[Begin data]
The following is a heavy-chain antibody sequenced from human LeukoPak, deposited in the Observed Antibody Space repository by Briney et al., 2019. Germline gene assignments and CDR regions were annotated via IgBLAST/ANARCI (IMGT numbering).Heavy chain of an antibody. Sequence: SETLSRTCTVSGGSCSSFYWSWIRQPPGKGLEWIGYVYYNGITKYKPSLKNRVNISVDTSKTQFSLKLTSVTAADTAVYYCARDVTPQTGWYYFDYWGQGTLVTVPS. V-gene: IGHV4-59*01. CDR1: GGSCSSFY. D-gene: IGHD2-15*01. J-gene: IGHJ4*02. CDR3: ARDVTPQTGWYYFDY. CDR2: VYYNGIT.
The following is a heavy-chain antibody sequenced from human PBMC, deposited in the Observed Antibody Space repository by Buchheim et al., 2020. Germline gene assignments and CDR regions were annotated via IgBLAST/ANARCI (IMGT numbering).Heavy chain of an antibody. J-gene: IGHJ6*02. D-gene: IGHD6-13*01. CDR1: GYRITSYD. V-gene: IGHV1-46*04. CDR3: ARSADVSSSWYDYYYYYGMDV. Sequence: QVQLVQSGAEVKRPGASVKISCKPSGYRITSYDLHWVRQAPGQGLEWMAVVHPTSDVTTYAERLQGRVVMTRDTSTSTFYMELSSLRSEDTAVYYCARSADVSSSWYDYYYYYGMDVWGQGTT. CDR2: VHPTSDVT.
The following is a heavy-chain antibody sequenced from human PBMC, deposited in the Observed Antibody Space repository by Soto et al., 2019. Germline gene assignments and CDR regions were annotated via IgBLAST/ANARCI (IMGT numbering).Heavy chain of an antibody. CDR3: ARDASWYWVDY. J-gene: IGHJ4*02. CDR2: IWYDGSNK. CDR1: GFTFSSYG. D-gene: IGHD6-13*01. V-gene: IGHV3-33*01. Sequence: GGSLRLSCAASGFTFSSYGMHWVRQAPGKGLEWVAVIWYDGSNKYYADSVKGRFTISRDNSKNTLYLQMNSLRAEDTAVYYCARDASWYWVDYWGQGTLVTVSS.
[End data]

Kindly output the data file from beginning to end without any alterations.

The following is a heavy-chain antibody sequenced from human LeukoPak, deposited in the Observed Antibody Space repository by Briney et al., 2019. Germline gene assignments and CDR regions were annotated via IgBLAST/ANARCI (IMGT numbering).Heavy chain of an antibody. Sequence: SETLSRTCTVSGGSCSSFYWSWIRQPPGKGLEWIGYVYYNGITKYKPSLKNRVNISVDTSKTQFSLKLTSVTAADTAVYYCARDVTPQTGWYYFDYWGQGTLVTVPS. V-gene: IGHV4-59*01. CDR1: GGSCSSFY. D-gene: IGHD2-15*01. J-gene: IGHJ4*02. CDR3: ARDVTPQTGWYYFDY. CDR2: VYYNGIT.
The following is a heavy-chain antibody sequenced from human PBMC, deposited in the Observed Antibody Space repository by Buchheim et al., 2020. Germline gene assignments and CDR regions were annotated via IgBLAST/ANARCI (IMGT numbering).Heavy chain of an antibody. J-gene: IGHJ6*02. D-gene: IGHD6-13*01. CDR1: GYRITSYD. V-gene: IGHV1-46*04. CDR3: ARSADVSSSWYDYYYYYGMDV. Sequence: QVQLVQSGAEVKRPGASVKISCKPSGYRITSYDLHWVRQAPGQGLEWMAVVHPTSDVTTYAERLQGRVVMTRDTSTSTFYMELSSLRSEDTAVYYCARSADVSSSWYDYYYYYGMDVWGQGTT. CDR2: VHPTSDVT.
The following is a heavy-chain antibody sequenced from human PBMC, deposited in the Observed Antibody Space repository by Soto et al., 2019. Germline gene assignments and CDR regions were annotated via IgBLAST/ANARCI (IMGT numbering).Heavy chain of an antibody. CDR3: ARDASWYWVDY. J-gene: IGHJ4*02. CDR2: IWYDGSNK. CDR1: GFTFSSYG. D-gene: IGHD6-13*01. V-gene: IGHV3-33*01. Sequence: GGSLRLSCAASGFTFSSYGMHWVRQAPGKGLEWVAVIWYDGSNKYYADSVKGRFTISRDNSKNTLYLQMNSLRAEDTAVYYCARDASWYWVDYWGQGTLVTVSS.